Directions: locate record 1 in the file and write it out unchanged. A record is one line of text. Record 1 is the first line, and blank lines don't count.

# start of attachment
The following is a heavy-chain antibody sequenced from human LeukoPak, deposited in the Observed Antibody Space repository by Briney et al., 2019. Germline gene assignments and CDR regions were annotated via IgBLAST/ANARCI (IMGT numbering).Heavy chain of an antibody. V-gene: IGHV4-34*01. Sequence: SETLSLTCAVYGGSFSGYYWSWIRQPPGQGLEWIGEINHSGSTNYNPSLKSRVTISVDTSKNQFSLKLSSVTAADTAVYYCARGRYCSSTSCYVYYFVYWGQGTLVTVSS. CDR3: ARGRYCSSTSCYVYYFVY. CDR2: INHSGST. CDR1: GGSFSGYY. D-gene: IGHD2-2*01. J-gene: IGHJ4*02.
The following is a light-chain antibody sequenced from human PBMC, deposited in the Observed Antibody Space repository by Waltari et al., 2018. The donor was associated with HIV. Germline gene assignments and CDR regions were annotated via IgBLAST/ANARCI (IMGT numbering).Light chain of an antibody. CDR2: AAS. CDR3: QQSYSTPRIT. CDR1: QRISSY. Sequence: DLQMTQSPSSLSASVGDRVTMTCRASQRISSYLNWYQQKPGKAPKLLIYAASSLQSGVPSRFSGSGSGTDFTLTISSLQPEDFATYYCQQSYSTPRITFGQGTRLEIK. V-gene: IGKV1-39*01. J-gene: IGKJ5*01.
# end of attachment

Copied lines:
The following is a heavy-chain antibody sequenced from human LeukoPak, deposited in the Observed Antibody Space repository by Briney et al., 2019. Germline gene assignments and CDR regions were annotated via IgBLAST/ANARCI (IMGT numbering).Heavy chain of an antibody. V-gene: IGHV4-34*01. Sequence: SETLSLTCAVYGGSFSGYYWSWIRQPPGQGLEWIGEINHSGSTNYNPSLKSRVTISVDTSKNQFSLKLSSVTAADTAVYYCARGRYCSSTSCYVYYFVYWGQGTLVTVSS. CDR3: ARGRYCSSTSCYVYYFVY. CDR2: INHSGST. CDR1: GGSFSGYY. D-gene: IGHD2-2*01. J-gene: IGHJ4*02.